Cover: The Lost Promise of Civil Rights, from Harvard University PressCover: The Lost Promise of Civil Rights in PAPERBACK

The Lost Promise of Civil Rights

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Product Details

PAPERBACK

$30.00 • £24.95 • €27.00

ISBN 9780674034693

Publication Date: 03/30/2010

Short

384 pages

6-1/8 x 9-1/4 inches

9 halftones, 1 line

World

In her new and intellectually stimulating book…Risa Goluboff mines the legal pre-history of Brown and unearths a long-forgotten approach—specifically, civil rights claims based on class and economic opportunity. Asking us to put aside the reverence we have for the landmark decision, Goluboff argues something that, on the surface, sounds heretical: that the full-frontal attack on Jim Crow that defined the civil rights era may not have been the best strategy for winning equality and justice… The questions raised by Goluboff are uncomfortable, but pressing: Was the NAACP’s victory in Brown a pyrrhic one? And if so, what does that mean for the last half-century of civil rights achievements?—Mary Frances Berry, Democracy Journal

Goluboff’s argument is clear and well-organized. Although she draws on a wide range of primary material and weaves together an impressive amount of scholarship from law, history, and political science, she wears her learning lightly and writes in a manner that is accessible to the non-specialist. Goluboff’s book also provides an important counterweight to the common scholarly focus on judicial decision making… Goluboff has produced a truly excellent work of legal history that elegantly demonstrates how the basic terms of modern civil rights came to be established.—Keith J. Bybee, Law & Politics Book Review

A scholar of history as well as law, Goluboff has done a significant service for all those concerned about racism’s continuing viability. Her review of the civil rights history of the 1930s and 1940s unearths the quasi-slave status of many black workers well into the twentieth century.—Derrick Bell, Virginia Law Review

This is an extraordinary book, the most important reinterpretation of the legal history of the Civil Rights Movement in many years, and one of the best first books this reviewer has ever read… This meticulously researched, beautifully written book constitutes a landmark in legal history.—S. N. Katz, Choice

The Lost Promise of Civil Rights is brilliant. It will revolutionize our understanding of civil rights, what they mean, and where they come from. The Lost Promise of Civil Rights will be widely read and debated, and it will place Goluboff at the front rank of twentieth-century American historians.—Sarah Barringer Gordon, University of Pennsylvania Law School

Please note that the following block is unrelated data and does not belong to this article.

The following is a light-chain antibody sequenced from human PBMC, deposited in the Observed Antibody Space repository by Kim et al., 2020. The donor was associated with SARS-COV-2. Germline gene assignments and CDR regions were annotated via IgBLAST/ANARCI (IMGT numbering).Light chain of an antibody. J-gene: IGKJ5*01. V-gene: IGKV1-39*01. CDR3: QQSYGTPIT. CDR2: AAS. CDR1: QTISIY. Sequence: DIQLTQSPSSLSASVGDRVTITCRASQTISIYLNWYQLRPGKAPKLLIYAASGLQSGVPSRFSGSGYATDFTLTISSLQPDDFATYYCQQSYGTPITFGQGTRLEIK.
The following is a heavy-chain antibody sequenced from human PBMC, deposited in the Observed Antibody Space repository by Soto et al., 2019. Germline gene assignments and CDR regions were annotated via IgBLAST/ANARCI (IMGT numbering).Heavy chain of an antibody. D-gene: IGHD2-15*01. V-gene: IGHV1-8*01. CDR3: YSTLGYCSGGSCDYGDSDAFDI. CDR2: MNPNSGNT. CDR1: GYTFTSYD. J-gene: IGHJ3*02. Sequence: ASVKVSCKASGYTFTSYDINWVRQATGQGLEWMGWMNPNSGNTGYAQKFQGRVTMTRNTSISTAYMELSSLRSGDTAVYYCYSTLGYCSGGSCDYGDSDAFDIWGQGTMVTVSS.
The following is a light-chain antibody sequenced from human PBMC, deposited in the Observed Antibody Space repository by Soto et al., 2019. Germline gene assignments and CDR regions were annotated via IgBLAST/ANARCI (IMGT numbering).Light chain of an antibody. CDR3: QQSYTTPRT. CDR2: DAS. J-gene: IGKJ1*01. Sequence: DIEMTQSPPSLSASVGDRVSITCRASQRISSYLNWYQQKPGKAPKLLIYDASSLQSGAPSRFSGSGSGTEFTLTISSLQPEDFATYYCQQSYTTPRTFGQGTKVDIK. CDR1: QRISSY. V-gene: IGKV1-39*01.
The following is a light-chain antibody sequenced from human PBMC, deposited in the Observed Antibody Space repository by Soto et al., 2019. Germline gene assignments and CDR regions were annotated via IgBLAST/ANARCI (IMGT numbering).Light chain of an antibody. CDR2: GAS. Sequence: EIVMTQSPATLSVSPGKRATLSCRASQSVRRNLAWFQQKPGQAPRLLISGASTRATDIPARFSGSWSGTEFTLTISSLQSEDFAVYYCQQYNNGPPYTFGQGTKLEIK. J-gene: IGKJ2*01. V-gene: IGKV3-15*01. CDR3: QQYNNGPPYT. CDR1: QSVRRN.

A marvelous book. Elegantly written, prodigiously researched, and powerfully argued, Lost Promise recreates a pre-Brown universe in which civil rights included labor rights and a commitment to economic equality. The book places Goluboff at the forefront of a new generation of legal historians devising creative and novel ways of understanding the civil rights movement.—Michael J. Klarman, author of From Jim Crow to Civil Rights

The Lost Promise of Civil Rights is original, provocative, and persuasive. By uncovering the forgotten history of the NAACP’s labor litigation, Risa Goluboff opens up new ways of thinking about the tangled connections between racial and economic justice. When it came to the working class, the civil rights movement’s march through the courts reached a dead end. This book is essential to understanding America’s still unfinished struggle for equality.—Thomas J. Sugrue, author of The Origins of the Urban Crisis

Risa Goluboff offers readers a brilliant reconceptualization of civil rights litigation. Her book deals sensitively, and better than any other work, with how open to interpretation and development the idea of civil rights was in the 1940s, and how possibilities were gradually shut down. Combining a legal-realist sense of the openness of legal arguments with a historian’s sensitivity to the way in which real lawyers make real choices, Goluboff offers a model for legal history.—Mark Tushnet, Harvard Law School

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